AMD has made a swift comeback in recent months, after a period of being the underdog against Intel in the CPU market. The tides are starting to change, with Team Red now clawing back a healthy 30% market share for gaming PC CPUs according to the latest Steam Hardware Survey.
As pointed out by PC Gamer, this news isn't exactly surprising, but we expected AMD to reach this point much sooner given its recent rise in popularity, so it's likely that stock issues fueled by the ongoing global shortage of silicon have resulted in slow progress, especially with the demand for AMD processors so high.
Given the way that Steam collects data for its Hardware Survey though, we can't actually show what products in the AMD processor lineup are winning the popularity contest, like we can for the GPU hardware survey, as only operating frequencies and core numbers are stored. All we can gather from the chart is that 8-core chips are leading the boost.
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Don't look so blue, Intel
Last month we reported that AMD Ryzen processors were growing in popularity for Steam users, having gained around a 7% increase in just 12 months.
When the Zen 3 Ryzen 5000 series was launched at the end of 2020, they were so impressive that they quickly become some of the most highly sought-after products on the market for gaming, shooting to the top of our own list for the best CPUs and breaking launch records. Unable to keep supplies for coveted products like the Ryzen 5900X and Ryzen 5 5600X to match the demand, this percentage could likely have been much higher.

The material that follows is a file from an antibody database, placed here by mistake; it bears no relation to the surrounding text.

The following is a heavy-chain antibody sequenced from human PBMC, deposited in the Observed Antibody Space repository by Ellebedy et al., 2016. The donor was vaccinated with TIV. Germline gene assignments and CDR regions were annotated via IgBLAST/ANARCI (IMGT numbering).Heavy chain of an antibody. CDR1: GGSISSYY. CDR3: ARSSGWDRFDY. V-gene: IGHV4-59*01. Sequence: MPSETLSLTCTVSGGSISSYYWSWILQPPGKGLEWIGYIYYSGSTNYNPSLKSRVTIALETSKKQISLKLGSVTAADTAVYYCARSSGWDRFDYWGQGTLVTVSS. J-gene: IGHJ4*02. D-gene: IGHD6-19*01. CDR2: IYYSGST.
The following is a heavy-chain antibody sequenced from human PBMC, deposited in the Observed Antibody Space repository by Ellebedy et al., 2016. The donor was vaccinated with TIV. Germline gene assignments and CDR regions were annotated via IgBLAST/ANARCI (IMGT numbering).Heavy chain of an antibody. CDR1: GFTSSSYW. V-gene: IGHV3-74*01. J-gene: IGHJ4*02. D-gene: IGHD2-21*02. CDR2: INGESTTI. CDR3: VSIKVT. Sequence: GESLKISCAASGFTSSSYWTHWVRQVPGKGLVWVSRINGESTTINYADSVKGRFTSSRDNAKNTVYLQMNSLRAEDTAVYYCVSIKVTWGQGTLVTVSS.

There's a good chance that we will see this pattern continue for the foreseeable future too, given how badly Intel's latest Rocket Lake 11th gen processors have reviewed, with Gamers Nexus going as far as to dub the i7-11700K a 'waste of sand'.
AMD's phoenix-like rise from the ashes has been viewed even more successfully outside of a gaming environment too, with a previous survey from PassMark showed AMD with a 50.8% share of the Windows desktop CPU market worldwide to 49.2% for Team Blue on January 4, 2021.
Of course, for any further growth it's likely we'll need to see stock availability improve to enable gamers and PC building hobbyists to actually get their hands on the hardware. With issues expected to continue well into 2022, there's always a chance that Intel could come back swinging when the next generation of processors is announced.
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Jess is a former TechRadar Computing writer, where she covered all aspects of Mac and PC hardware, including PC gaming and peripherals. She has been interviewed as an industry expert for the BBC, and while her educational background was in prosthetics and model-making, her true love is in tech and she has built numerous desktop computers over the last 10 years for gaming and content creation. Jess is now a journalist at The Verge.